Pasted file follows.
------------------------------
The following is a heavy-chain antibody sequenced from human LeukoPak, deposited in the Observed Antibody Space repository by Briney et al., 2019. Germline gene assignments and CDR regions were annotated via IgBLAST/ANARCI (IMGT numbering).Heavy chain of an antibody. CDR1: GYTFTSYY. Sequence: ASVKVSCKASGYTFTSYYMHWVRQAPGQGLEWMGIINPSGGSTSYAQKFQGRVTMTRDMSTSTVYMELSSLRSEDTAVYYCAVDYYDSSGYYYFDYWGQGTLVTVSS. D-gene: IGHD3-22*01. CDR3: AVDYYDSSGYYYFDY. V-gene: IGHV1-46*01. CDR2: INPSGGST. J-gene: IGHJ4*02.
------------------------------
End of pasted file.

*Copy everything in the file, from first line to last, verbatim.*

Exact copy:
The following is a heavy-chain antibody sequenced from human LeukoPak, deposited in the Observed Antibody Space repository by Briney et al., 2019. Germline gene assignments and CDR regions were annotated via IgBLAST/ANARCI (IMGT numbering).Heavy chain of an antibody. CDR1: GYTFTSYY. Sequence: ASVKVSCKASGYTFTSYYMHWVRQAPGQGLEWMGIINPSGGSTSYAQKFQGRVTMTRDMSTSTVYMELSSLRSEDTAVYYCAVDYYDSSGYYYFDYWGQGTLVTVSS. D-gene: IGHD3-22*01. CDR3: AVDYYDSSGYYYFDY. V-gene: IGHV1-46*01. CDR2: INPSGGST. J-gene: IGHJ4*02.